Tightrope walking is no mean feat — it takes years to master (even with a balance rod) — but that’s too much like hard work for [James Bruton]. Obviously, the solution is just a matter of the application of some electronically-controlled balancing technology, and [James] is just the guy for the job. Bearing a passing resemblance to a cross between a prop from Ghostbusters and a medieval torture device, this weighty balancing cheat device almost kind of works!
On a slightly more serious note, bipedal balance is a complex problem to solve. You have multiple limb sections, which can move independently in many ways, as well as the upper body also contributing to shifting around the center of gravity in a hard-to-predict way. So it’s no great surprise that a simple torque reaction device strapped to the torso doesn’t help a great deal, but it sure is fun to watch him trying. The bottom line is this — our bodies are pretty heavy, and the amount of force needed to correct tilt in the plane of interest is hard to generate without the reaction wheel itself being really heavy, and that extra mass doesn’t exactly help with the overall balancing problem. We reckon the overall concept is sound, it’s just that all those extra limbs flopping around make this simplistic sensing and compensation strategy only partly effective.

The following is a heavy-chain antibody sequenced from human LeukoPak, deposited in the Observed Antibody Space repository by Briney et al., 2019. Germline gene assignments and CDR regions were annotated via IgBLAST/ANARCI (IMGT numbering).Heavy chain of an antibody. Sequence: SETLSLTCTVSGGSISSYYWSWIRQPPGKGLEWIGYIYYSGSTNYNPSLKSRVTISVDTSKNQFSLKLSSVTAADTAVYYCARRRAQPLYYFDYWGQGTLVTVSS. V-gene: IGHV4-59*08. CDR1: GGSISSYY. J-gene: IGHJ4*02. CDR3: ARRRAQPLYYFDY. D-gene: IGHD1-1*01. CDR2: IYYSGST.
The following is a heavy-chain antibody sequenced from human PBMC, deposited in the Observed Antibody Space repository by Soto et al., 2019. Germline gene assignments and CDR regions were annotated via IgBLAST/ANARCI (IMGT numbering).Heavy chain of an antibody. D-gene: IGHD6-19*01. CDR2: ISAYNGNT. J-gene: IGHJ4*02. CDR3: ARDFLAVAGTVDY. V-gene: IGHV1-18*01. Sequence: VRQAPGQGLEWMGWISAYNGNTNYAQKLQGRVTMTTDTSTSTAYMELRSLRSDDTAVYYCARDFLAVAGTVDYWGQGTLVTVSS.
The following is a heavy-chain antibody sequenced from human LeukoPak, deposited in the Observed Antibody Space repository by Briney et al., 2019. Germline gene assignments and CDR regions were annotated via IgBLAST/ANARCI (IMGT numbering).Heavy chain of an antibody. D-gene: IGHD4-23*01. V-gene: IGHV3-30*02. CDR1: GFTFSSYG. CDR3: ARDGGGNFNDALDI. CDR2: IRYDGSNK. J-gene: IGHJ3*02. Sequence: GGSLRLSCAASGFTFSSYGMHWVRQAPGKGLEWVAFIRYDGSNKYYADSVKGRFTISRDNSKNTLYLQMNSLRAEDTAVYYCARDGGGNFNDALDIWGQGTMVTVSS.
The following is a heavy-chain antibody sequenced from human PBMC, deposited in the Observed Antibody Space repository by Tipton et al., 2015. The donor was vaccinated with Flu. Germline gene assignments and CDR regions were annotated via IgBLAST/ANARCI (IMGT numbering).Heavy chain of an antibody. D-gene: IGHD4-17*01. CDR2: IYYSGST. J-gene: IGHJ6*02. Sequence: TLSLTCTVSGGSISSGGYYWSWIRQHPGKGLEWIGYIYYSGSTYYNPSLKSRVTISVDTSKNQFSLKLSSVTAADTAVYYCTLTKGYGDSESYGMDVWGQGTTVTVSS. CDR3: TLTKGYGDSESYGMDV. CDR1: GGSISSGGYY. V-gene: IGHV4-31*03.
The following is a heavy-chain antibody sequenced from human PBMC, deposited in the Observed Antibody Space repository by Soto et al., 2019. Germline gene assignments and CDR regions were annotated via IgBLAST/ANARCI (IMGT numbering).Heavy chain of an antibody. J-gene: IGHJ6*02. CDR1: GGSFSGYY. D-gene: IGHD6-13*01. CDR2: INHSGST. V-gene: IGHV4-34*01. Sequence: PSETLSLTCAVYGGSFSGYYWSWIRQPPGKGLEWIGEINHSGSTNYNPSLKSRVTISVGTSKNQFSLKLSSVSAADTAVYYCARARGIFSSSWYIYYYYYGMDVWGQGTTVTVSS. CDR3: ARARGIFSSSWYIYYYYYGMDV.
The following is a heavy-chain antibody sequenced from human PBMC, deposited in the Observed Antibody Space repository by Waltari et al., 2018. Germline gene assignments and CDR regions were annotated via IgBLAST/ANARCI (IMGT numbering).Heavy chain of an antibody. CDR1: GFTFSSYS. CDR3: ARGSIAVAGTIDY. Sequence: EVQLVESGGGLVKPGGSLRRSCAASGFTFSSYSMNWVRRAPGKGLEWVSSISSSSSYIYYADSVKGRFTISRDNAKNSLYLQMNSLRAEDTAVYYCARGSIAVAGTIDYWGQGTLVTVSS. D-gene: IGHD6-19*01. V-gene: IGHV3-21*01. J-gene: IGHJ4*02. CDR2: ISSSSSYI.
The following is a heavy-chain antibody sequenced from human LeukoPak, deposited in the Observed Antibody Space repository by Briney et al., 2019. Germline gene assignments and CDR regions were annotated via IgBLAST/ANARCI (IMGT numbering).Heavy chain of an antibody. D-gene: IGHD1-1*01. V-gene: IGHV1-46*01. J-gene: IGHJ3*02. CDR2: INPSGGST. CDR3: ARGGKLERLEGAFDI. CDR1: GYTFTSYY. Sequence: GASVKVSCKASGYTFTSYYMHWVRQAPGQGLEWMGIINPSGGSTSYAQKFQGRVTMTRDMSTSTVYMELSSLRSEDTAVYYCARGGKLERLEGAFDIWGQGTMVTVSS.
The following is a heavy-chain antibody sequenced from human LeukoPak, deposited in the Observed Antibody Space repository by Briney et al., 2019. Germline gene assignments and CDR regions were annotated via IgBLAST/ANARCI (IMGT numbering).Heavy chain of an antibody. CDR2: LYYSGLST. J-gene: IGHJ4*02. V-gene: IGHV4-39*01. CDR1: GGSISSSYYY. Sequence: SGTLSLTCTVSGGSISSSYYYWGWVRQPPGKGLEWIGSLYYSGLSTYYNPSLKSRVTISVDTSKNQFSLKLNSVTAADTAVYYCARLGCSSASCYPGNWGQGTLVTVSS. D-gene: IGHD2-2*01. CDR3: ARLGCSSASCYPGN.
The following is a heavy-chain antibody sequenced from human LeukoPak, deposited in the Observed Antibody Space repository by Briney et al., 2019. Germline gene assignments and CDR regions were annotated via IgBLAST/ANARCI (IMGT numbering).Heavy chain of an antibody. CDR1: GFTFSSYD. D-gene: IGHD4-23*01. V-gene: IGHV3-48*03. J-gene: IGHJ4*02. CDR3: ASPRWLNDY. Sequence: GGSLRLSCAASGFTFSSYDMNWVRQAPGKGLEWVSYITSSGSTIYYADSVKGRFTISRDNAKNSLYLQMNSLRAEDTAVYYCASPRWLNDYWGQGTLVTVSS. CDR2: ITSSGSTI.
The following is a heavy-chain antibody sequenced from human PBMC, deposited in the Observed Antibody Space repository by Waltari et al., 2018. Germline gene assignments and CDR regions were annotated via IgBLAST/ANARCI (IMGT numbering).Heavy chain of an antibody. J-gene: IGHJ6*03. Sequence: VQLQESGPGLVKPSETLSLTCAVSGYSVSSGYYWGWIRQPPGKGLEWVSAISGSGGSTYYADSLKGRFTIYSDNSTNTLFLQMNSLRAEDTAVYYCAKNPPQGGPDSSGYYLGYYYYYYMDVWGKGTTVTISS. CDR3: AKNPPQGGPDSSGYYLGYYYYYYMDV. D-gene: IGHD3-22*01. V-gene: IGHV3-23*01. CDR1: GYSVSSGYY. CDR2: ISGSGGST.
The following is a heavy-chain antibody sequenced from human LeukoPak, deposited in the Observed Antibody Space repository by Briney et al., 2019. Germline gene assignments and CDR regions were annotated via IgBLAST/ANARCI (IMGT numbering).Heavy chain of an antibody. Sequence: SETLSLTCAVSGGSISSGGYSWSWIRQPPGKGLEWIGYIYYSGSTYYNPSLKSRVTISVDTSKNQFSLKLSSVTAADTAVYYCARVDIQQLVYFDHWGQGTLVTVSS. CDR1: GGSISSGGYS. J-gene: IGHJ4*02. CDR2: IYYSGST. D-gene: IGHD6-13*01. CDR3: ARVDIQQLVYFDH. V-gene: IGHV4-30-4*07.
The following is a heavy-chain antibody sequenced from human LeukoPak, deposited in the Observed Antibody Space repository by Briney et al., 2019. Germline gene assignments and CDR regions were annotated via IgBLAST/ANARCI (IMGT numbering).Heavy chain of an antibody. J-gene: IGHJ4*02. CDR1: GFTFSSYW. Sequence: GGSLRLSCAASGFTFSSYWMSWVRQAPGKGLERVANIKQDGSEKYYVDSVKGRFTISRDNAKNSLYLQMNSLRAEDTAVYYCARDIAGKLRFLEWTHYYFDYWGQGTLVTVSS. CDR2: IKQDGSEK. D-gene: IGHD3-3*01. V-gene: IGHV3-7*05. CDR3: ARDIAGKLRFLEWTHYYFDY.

Stabilizing small robots is probably a bit easier than a human, such as this gyroscopically-stabilized monowheel, but sometimes you don’t even need the gyroscope, as you can control the driving wheels directly.
Continue reading “Can You Cheat At Tightrope Walking?”
Jennifer Wang likes to dress up for cosplay and she’s a Harry Potter fan. Her wizarding skills are technological rather than magical but to the casual observer she’s managed to blur those lines. Having a lot of experience with different sensors, she decided to fuse all of this together to make a magic wand. The wand contains an inertial measurement unit (IMU) so it can detect gestures. Instead of hardcoding everything [Jennifer] used machine learning and presented her results at the Hackaday Superconference. Didn’t make it to Supercon? No worries, you can watch her talk on building IMU-based gesture recognition below, and grab the code from GitHub.
Naturally, we enjoyed seeing the technology parts of her project, and this is a great primer on applying machine learning to sensor data. But what we thought was really insightful was the discussions about the entire design lifecycle. Asking questions to scope the design space such as how much money can you spend, who will use the device, and where you will use it are often things we subconsciously answer but don’t make explicit. Failing to answer these questions at all increases the risk your project will fail or, at least, not be as successful as it could have been.
Continue reading “Magic Wand Learns Spells Through Machine Learning And An IMU”
Building personal weather stations has become easier now than ever before, thanks to all the improvements in sensors, electronics, and prototyping techniques. The availability of cheap networking modules allows us to make sure these IoT devices can transmit their information to public databases, thereby providing local communities with relevant weather data about their immediate surroundings.